Bistability is a phenomenon frequently observed in physics, chemistry, and biology, wherein a system exhibits two equilibrium states. These states persist even when subjected to arbitrarily small perturbations. Various systems, from climate change to the cell cycle, rely on bistability and the specific characteristics it entails.
For example, several key behaviors for the cell cycle result from bistability, including relaxation oscillations marked by a slow dynamic on the “low” and “high” states and a rapid shift between them. Observations of bistability are evident in interactions between cyclin B and cyclin-dependent kinase 1 (Cdk1) or the anaphase-promoting complex/cyclosome and the complex cyclin B-Cdk1. These proteins are crucial for regulating the cell cycle since they govern the transition between interphase and the mitotic stage.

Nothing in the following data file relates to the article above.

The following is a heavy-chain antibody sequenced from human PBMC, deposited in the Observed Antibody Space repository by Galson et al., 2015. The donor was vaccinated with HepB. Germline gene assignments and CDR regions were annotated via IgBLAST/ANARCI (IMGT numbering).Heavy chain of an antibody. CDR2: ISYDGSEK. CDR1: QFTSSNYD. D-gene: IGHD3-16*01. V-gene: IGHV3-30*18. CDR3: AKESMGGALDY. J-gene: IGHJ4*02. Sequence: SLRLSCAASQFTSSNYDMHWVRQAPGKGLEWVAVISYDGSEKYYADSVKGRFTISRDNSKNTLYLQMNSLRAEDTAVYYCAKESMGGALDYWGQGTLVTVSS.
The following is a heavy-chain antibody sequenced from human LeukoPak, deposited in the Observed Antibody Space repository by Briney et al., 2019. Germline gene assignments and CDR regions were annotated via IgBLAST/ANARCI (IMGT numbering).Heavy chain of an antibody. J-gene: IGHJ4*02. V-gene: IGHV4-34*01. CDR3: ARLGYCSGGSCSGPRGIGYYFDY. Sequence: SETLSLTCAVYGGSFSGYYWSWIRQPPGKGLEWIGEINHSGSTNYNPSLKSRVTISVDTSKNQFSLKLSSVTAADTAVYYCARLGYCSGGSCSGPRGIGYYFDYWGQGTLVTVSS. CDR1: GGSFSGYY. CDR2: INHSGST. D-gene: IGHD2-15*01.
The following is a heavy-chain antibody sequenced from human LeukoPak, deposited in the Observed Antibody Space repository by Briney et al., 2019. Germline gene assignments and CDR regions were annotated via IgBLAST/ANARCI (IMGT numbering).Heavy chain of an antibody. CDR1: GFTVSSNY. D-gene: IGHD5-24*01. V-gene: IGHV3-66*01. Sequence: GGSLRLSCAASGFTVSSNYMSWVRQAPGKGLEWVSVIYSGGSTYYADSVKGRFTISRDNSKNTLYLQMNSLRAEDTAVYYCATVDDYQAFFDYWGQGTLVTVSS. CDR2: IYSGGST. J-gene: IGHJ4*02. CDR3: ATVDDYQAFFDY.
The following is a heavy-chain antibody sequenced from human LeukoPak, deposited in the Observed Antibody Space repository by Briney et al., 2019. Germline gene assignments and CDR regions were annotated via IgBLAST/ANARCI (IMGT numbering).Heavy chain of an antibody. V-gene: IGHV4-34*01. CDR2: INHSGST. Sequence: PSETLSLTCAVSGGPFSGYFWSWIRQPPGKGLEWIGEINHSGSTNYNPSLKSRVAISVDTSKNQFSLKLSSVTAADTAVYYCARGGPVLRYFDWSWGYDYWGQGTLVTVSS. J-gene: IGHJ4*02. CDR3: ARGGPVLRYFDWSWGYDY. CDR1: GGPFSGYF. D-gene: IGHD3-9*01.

It also manifests as hysteresis, where the coexistence of two states results in different transition points depending on directionality of the trajectory. Additionally, bistability contributes to the formation of traveling waves—connections between “high” and “low” states that move at a fixed velocity through space, enabling the faster and more reliable transportation of signals compared to mere diffusion.
As such bistability is the base for many biochemical models of cell division and thus is a frequently included feature of models developed and utilized in our lab.